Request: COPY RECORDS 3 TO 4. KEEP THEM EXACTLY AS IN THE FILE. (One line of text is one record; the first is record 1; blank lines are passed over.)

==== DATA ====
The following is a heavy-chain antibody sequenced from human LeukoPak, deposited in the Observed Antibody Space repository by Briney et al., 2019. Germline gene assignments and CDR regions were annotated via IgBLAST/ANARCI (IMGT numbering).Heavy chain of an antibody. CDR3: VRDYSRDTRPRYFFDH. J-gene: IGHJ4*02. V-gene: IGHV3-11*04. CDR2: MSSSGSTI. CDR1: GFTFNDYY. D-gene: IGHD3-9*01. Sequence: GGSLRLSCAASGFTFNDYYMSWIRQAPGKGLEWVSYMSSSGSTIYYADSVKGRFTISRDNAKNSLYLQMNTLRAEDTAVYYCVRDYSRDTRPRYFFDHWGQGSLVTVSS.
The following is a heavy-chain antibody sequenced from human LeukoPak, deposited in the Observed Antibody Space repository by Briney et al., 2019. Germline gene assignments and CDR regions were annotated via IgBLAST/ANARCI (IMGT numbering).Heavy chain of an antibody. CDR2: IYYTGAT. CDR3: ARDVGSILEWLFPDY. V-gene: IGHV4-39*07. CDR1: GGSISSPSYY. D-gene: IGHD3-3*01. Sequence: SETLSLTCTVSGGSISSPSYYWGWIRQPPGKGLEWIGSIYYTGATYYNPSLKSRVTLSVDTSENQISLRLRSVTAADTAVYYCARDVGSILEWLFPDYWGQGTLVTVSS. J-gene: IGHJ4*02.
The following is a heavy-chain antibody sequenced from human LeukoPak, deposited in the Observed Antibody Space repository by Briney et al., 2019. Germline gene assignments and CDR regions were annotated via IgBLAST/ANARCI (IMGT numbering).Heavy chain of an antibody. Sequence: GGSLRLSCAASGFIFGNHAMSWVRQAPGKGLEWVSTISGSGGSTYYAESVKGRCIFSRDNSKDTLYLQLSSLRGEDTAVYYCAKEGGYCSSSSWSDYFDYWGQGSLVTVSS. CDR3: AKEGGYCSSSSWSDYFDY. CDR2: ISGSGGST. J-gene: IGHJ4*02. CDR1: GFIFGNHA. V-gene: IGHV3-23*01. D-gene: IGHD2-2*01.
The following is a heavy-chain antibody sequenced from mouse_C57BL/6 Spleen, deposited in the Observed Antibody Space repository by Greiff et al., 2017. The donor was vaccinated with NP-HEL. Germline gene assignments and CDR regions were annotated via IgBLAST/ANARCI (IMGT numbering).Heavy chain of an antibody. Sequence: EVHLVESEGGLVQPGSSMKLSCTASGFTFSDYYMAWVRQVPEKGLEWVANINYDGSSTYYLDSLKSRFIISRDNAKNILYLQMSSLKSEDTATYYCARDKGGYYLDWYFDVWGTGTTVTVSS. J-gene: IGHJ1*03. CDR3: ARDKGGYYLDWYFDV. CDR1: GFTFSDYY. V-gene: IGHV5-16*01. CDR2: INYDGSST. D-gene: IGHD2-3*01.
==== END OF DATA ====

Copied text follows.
The following is a heavy-chain antibody sequenced from human LeukoPak, deposited in the Observed Antibody Space repository by Briney et al., 2019. Germline gene assignments and CDR regions were annotated via IgBLAST/ANARCI (IMGT numbering).Heavy chain of an antibody. Sequence: GGSLRLSCAASGFIFGNHAMSWVRQAPGKGLEWVSTISGSGGSTYYAESVKGRCIFSRDNSKDTLYLQLSSLRGEDTAVYYCAKEGGYCSSSSWSDYFDYWGQGSLVTVSS. CDR3: AKEGGYCSSSSWSDYFDY. CDR2: ISGSGGST. J-gene: IGHJ4*02. CDR1: GFIFGNHA. V-gene: IGHV3-23*01. D-gene: IGHD2-2*01.
The following is a heavy-chain antibody sequenced from mouse_C57BL/6 Spleen, deposited in the Observed Antibody Space repository by Greiff et al., 2017. The donor was vaccinated with NP-HEL. Germline gene assignments and CDR regions were annotated via IgBLAST/ANARCI (IMGT numbering).Heavy chain of an antibody. Sequence: EVHLVESEGGLVQPGSSMKLSCTASGFTFSDYYMAWVRQVPEKGLEWVANINYDGSSTYYLDSLKSRFIISRDNAKNILYLQMSSLKSEDTATYYCARDKGGYYLDWYFDVWGTGTTVTVSS. J-gene: IGHJ1*03. CDR3: ARDKGGYYLDWYFDV. CDR1: GFTFSDYY. V-gene: IGHV5-16*01. CDR2: INYDGSST. D-gene: IGHD2-3*01.